A political poison: opposing government-run health care repeal

Rep. Pete Sessions Chairman, National Republican Campaign Committee
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As political poisons go, few are more toxic with the American voter than the government takeover of health care. On Election Day 2010, voters sent an undeniable message for new leadership in Congress to repeal the job-destroying health care law and focus on the people’s priorities of creating jobs and cutting spending.

And for good reason. Without question, the American people are already suffering the consequences of Democrats’ health care scheme through higher costs, fewer choices, and lost jobs. Since Obamacare became law, health care premiums have escalated toward the projected $2,100 average increase per family. Tens of thousands have already been displaced from their current health coverage and physicians are closing their practices. Seniors face $500 billion in Medicare cuts while families and small businesses will pay over $770 billion in more taxes to fund new federal bureaucracies. And higher costs and burdensome regulations are stifling the ability of job creators — small businesses — to keep employees or hire more workers. And that’s only the beginning.

House Republicans ran on a pledge to repeal and replace Obamacare, and this week House Republicans are turning campaign promises into action by delivering an important first vote towards repealing the health care law. I’m proud to say that Republicans — including 87 freshman Republicans — voted unanimously to repeal and replace Obamacare. The new Republican majority is putting on record our commitment to ending the job-destroying health care scheme and building solutions for access to quality, affordable care for all Americans. As Politico noted this week:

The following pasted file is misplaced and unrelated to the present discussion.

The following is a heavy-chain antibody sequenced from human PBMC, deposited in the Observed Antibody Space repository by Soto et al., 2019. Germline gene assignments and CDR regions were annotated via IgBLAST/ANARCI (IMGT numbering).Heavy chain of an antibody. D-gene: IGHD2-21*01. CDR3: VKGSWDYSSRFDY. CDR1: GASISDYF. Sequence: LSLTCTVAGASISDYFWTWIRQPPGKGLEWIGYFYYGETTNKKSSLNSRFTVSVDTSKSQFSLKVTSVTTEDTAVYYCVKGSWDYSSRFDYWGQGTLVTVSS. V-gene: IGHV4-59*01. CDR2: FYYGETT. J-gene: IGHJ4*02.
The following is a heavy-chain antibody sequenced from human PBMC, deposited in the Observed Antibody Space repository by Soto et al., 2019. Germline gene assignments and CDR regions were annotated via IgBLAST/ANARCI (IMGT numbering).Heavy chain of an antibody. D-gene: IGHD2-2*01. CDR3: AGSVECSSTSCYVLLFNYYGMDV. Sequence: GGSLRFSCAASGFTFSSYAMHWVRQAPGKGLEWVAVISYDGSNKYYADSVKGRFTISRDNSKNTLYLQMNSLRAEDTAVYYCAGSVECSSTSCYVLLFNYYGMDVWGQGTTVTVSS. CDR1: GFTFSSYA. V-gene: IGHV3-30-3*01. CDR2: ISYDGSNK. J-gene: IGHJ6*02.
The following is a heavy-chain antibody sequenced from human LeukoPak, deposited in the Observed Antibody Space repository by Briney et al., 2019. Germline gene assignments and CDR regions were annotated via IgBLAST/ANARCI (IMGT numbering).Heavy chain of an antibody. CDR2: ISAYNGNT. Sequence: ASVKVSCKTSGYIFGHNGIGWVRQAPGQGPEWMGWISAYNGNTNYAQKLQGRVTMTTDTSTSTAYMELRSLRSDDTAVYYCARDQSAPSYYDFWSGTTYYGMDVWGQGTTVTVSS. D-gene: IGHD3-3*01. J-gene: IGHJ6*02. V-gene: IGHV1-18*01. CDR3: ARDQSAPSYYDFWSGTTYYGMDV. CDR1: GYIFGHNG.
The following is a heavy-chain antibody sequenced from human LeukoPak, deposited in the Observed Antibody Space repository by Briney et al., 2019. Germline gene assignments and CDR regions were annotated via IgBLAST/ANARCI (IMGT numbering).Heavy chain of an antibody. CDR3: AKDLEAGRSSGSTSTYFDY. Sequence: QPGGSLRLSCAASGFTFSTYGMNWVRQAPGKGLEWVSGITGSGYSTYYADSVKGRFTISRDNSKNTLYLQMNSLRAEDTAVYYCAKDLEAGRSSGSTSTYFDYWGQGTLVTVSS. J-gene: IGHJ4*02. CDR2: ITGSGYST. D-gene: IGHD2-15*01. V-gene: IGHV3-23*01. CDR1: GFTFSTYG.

[The vote] to repeal the health care reform bill will make headlines and count as a promise kept by House Republicans. The real work begins immediately afterward, with Republicans using every legislative and political tool at their disposal to wage a two-year campaign against the overhaul. (Carrie Budoff Brown, “Repeal Vote is just Republicans’ First Step on Health Care,” Politico, 01/17/11)

For our friends on the other side of the aisle, the repeal vote turned out to be a test of political schooling. Even after suffering a 63-seat loss in November, Nancy Pelosi and her Democrat followers doubled down on defending their failed policies. Apparently, Democrats have still failed to learn lessons from the American people’s Election Day repudiation of their job-destroying agenda.

Perhaps some House Democrats thought their constituents wouldn’t notice their bait-and-switch on the government takeover of health care. Of the 13 surviving Democrats who voted against the health care bill last year, 10 more are now on record of supporting government-run health care by voting against its repeal.

While Democrats suffered defeat in all regions of the country for empowering Nancy Pelosi’s big-government agenda, nearly three quarters — or 37 of the 52 — Democrat incumbent seats lost were Democrats who voted for the government takeover of health care. If political self-preservation is a driving force for votes, since constituent opinion apparently is not, then the New Obamacare Democrats may do well to consult with their former colleagues to survey the poisonous political implications of their votes.

With Washington still under Democrat control, House Democrats unfortunately will have plenty of help in defying the American people’s call to repeal Obamacare and create jobs. But Washington Democrats underestimated the will of the American people by cramming the health care scheme through Congress last year, and they will make the same perilous mistake by obstructing its repeal. Voters have put Washington on notice. Now it’s time to be accountable to the American people by advancing their priorities. As Election Day showed, American voters do not easily forget.

Congressman Pete Sessions represents the 32nd Congressional District of Texas and is Chairman of the National Republican Congressional Committee.